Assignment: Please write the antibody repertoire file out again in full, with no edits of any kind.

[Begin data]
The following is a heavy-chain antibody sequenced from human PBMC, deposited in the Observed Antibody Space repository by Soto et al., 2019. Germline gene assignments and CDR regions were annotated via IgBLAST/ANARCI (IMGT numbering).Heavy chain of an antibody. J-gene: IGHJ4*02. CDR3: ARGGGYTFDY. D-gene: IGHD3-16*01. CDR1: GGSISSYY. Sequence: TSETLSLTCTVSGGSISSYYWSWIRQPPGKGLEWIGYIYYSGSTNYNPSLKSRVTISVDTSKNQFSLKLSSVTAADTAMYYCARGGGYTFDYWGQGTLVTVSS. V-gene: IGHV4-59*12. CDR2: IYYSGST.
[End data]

The following is a heavy-chain antibody sequenced from human PBMC, deposited in the Observed Antibody Space repository by Soto et al., 2019. Germline gene assignments and CDR regions were annotated via IgBLAST/ANARCI (IMGT numbering).Heavy chain of an antibody. J-gene: IGHJ4*02. CDR3: ARGGGYTFDY. D-gene: IGHD3-16*01. CDR1: GGSISSYY. Sequence: TSETLSLTCTVSGGSISSYYWSWIRQPPGKGLEWIGYIYYSGSTNYNPSLKSRVTISVDTSKNQFSLKLSSVTAADTAMYYCARGGGYTFDYWGQGTLVTVSS. V-gene: IGHV4-59*12. CDR2: IYYSGST.